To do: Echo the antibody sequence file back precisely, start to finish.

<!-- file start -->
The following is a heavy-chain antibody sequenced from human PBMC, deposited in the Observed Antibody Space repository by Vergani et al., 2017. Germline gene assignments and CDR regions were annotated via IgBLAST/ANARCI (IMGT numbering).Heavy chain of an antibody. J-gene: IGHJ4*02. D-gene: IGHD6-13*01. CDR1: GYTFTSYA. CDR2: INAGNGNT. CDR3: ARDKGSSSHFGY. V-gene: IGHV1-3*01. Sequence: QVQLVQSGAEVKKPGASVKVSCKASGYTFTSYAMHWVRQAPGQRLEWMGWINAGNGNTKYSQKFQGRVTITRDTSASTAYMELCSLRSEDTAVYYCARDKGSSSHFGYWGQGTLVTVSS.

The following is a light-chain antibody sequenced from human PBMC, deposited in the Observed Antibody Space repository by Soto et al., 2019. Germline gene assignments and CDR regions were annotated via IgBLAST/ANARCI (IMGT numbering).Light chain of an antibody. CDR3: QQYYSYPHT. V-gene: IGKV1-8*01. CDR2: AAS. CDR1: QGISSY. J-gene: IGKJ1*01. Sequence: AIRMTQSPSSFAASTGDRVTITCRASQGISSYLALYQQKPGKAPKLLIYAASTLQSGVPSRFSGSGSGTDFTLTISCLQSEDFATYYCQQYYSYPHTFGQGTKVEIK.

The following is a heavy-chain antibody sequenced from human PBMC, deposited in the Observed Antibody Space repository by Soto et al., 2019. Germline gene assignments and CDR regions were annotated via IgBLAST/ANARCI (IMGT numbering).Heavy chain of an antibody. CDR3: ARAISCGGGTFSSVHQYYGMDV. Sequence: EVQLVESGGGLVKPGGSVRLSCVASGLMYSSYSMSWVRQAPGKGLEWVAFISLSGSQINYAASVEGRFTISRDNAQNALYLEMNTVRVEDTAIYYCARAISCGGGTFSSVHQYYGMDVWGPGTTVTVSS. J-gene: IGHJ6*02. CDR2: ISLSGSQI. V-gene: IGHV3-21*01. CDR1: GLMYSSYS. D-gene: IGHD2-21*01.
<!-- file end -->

The following is a heavy-chain antibody sequenced from human PBMC, deposited in the Observed Antibody Space repository by Vergani et al., 2017. Germline gene assignments and CDR regions were annotated via IgBLAST/ANARCI (IMGT numbering).Heavy chain of an antibody. J-gene: IGHJ4*02. D-gene: IGHD6-13*01. CDR1: GYTFTSYA. CDR2: INAGNGNT. CDR3: ARDKGSSSHFGY. V-gene: IGHV1-3*01. Sequence: QVQLVQSGAEVKKPGASVKVSCKASGYTFTSYAMHWVRQAPGQRLEWMGWINAGNGNTKYSQKFQGRVTITRDTSASTAYMELCSLRSEDTAVYYCARDKGSSSHFGYWGQGTLVTVSS.

The following is a light-chain antibody sequenced from human PBMC, deposited in the Observed Antibody Space repository by Soto et al., 2019. Germline gene assignments and CDR regions were annotated via IgBLAST/ANARCI (IMGT numbering).Light chain of an antibody. CDR3: QQYYSYPHT. V-gene: IGKV1-8*01. CDR2: AAS. CDR1: QGISSY. J-gene: IGKJ1*01. Sequence: AIRMTQSPSSFAASTGDRVTITCRASQGISSYLALYQQKPGKAPKLLIYAASTLQSGVPSRFSGSGSGTDFTLTISCLQSEDFATYYCQQYYSYPHTFGQGTKVEIK.

The following is a heavy-chain antibody sequenced from human PBMC, deposited in the Observed Antibody Space repository by Soto et al., 2019. Germline gene assignments and CDR regions were annotated via IgBLAST/ANARCI (IMGT numbering).Heavy chain of an antibody. CDR3: ARAISCGGGTFSSVHQYYGMDV. Sequence: EVQLVESGGGLVKPGGSVRLSCVASGLMYSSYSMSWVRQAPGKGLEWVAFISLSGSQINYAASVEGRFTISRDNAQNALYLEMNTVRVEDTAIYYCARAISCGGGTFSSVHQYYGMDVWGPGTTVTVSS. J-gene: IGHJ6*02. CDR2: ISLSGSQI. V-gene: IGHV3-21*01. CDR1: GLMYSSYS. D-gene: IGHD2-21*01.